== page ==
In an interview ahead of Labor Day, AFL-CIO chief Richard Trumka said workers across the nation are suffering under President Donald Trump's supposedly "booming" economy and slammed the White House for refusing to raise the minimum wage, pushing for cuts to Medicare and Medicaid, and gutting workplace safety regulations.
"He came to our members and said, 'I'm going to change the rules of the economy,'and they believed him. And, quite frankly, I wish he would have changed the rules of the economy," Trumka told Fox News's Chris Wallace on Sunday.
"Unfortunately, the rules he's changing has hurt them," said Trumka. "He's opposed every increase in the minimum wage. He's changed the regulation to take overtime away from a couple of million people. He's proposed a trillion dollar cuts to Medicare and Medicaid... He's rolled back health and safety standards towards workers."
The President of the AFL-CIO (the largest fed. of unions in the US) calling Trump out on:
-opposing every increase w/ min. wage
-changing regulations to take OT away from millions
-proposing trillion $ cut to medicare/medicaid
-rolling back health & safety standards for workers pic.twitter.com/bHvwGcDfa9
— Andrew Kimmel (@andrewkimmel) September 1, 2019
Trumka went on to note that, despite consistent economic growth and booming corporate profits thanks to the president's massive tax cuts, "real wages are down because of housing costs and healthcare."
The president's response to falling wages, Trumka said, has been "to propose a trillion-dollar cut to Medicare and Medicaid, to oppose increases into the minimum wage."
Trumka's comments came as union leaders are voicing outrage over the president's broad corporate-friendly economic agenda and, specifically, his reckless trade war with China, which has caused falling incomes and record bankruptcies among American farmers.
The AFL-CIO chief said the United States-Mexico-Canada Agreement (USMCA), a trade deal Trump has touted as "very popular" among unions, would represent yet another "windfall for corporations and a disaster for workers."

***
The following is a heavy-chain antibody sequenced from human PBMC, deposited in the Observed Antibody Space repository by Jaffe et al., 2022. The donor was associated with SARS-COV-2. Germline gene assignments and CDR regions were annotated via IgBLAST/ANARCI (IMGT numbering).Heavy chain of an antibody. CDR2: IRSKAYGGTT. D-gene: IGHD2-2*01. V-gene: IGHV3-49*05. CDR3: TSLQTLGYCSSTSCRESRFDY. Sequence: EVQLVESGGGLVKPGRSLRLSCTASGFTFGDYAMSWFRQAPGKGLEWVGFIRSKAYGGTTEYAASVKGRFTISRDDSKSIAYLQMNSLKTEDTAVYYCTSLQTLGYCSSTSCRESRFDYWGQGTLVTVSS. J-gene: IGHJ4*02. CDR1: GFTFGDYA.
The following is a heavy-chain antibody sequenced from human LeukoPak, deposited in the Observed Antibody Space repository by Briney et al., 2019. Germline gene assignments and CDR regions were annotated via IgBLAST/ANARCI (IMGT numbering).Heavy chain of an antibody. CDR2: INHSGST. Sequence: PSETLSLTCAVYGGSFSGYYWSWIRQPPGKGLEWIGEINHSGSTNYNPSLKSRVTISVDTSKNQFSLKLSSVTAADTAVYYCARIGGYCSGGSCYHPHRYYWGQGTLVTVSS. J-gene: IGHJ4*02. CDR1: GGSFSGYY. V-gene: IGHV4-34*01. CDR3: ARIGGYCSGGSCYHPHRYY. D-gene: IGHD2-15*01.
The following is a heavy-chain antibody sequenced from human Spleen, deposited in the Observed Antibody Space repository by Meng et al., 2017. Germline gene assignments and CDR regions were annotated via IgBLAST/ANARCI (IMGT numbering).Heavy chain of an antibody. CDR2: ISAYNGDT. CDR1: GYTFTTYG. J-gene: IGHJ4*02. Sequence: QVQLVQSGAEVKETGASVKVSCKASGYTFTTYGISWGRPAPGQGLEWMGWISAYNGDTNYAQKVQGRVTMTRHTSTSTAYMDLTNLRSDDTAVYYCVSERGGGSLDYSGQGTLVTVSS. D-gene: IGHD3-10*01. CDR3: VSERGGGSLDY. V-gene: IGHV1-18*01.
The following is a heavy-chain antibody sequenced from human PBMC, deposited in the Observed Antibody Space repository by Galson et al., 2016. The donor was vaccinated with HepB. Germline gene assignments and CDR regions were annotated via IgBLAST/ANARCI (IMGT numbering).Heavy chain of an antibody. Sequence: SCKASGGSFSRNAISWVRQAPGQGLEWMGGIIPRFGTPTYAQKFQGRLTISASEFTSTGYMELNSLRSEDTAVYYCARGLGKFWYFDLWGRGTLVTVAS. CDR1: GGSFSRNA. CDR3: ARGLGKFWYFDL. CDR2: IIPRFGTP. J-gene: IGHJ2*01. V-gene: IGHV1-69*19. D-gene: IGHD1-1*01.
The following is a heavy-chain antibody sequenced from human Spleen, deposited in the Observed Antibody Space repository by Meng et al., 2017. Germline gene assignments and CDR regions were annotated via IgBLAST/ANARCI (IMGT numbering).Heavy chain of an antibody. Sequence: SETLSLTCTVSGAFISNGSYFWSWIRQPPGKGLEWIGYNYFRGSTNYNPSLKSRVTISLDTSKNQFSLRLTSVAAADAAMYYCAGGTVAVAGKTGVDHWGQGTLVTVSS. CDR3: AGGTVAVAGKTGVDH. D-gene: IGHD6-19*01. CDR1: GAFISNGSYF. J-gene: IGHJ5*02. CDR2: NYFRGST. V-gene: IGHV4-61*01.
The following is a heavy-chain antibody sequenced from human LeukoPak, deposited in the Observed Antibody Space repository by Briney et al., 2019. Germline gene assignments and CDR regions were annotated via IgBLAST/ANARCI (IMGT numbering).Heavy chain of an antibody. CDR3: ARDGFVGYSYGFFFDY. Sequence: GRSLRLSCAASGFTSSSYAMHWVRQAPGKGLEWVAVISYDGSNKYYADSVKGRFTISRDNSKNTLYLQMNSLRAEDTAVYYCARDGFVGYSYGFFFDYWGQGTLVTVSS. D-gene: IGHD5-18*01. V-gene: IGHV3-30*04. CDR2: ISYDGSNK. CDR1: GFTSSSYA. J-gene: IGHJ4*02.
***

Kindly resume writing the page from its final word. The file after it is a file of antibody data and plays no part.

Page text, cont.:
"They've done more things to hurt workers than they have to help them," Trumka said of the Trump administration.
As author and former New York Times labor reporter Steven Greenhouse noted in The American Prospect last week, Trump has waged an all-out war on American workers from the beginning of his tenure in the White House after running a presidential campaign full of rhetoric aimed at convincing workers "he is their true friend, fighting hard for them."
"With one hand he enchants the crowd, while the other hand, outside the spotlight, steadily pushes down on and squeezes workers day after day," Greenhouse wrote, providing a brief sample of the president's anti-labor actions since taking office:
Trump has effectively scrapped the "fiduciary" rule that required Wall Street firms to act in the best interests of workers and retirees in handling their 401(k)s—a move that could cost many workers tens of thousands of dollars. Trump erased a rule that extended overtime pay to millions more workers, a move that will deprive many workers of thousands of dollars per year. While Trump boasted that he is the best friend of miners, his Labor Department pushed to relax rules for safety inspections in coal mines, but was stopped by a federal circuit court. Trump has made it easier to award federal contracts to companies that are repeat violators of wage laws, sexual harassment laws, racial discrimination laws, or laws protecting workers' right to unionize.
"Trump—who held himself out as a champion of workers during the 2016 campaign—seems close to single-handedly pushing the industrial world into recession, which would, of course, do serious harm to workers in the U.S. and around the world," Greenhouse wrote. "With a friend like that, America's workers need no enemies."